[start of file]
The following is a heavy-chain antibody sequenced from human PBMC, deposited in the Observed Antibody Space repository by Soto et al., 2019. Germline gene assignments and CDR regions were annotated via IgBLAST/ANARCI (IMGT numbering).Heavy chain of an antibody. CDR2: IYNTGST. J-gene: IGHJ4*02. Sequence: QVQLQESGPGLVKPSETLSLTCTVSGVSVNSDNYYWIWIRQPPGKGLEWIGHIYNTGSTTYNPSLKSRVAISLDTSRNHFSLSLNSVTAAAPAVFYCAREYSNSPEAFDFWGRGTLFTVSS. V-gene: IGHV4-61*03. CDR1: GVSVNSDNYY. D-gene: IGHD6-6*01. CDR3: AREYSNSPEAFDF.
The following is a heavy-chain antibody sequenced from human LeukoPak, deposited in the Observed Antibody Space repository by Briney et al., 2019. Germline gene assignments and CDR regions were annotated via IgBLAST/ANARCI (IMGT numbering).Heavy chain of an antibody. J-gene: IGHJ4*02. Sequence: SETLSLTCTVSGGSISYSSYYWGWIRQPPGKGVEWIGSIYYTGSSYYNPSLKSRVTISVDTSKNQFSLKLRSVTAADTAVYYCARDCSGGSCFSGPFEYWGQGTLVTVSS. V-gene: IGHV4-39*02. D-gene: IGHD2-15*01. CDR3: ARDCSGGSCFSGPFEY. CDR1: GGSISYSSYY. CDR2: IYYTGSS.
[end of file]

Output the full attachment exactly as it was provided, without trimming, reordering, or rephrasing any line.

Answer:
The following is a heavy-chain antibody sequenced from human PBMC, deposited in the Observed Antibody Space repository by Soto et al., 2019. Germline gene assignments and CDR regions were annotated via IgBLAST/ANARCI (IMGT numbering).Heavy chain of an antibody. CDR2: IYNTGST. J-gene: IGHJ4*02. Sequence: QVQLQESGPGLVKPSETLSLTCTVSGVSVNSDNYYWIWIRQPPGKGLEWIGHIYNTGSTTYNPSLKSRVAISLDTSRNHFSLSLNSVTAAAPAVFYCAREYSNSPEAFDFWGRGTLFTVSS. V-gene: IGHV4-61*03. CDR1: GVSVNSDNYY. D-gene: IGHD6-6*01. CDR3: AREYSNSPEAFDF.
The following is a heavy-chain antibody sequenced from human LeukoPak, deposited in the Observed Antibody Space repository by Briney et al., 2019. Germline gene assignments and CDR regions were annotated via IgBLAST/ANARCI (IMGT numbering).Heavy chain of an antibody. J-gene: IGHJ4*02. Sequence: SETLSLTCTVSGGSISYSSYYWGWIRQPPGKGVEWIGSIYYTGSSYYNPSLKSRVTISVDTSKNQFSLKLRSVTAADTAVYYCARDCSGGSCFSGPFEYWGQGTLVTVSS. V-gene: IGHV4-39*02. D-gene: IGHD2-15*01. CDR3: ARDCSGGSCFSGPFEY. CDR1: GGSISYSSYY. CDR2: IYYTGSS.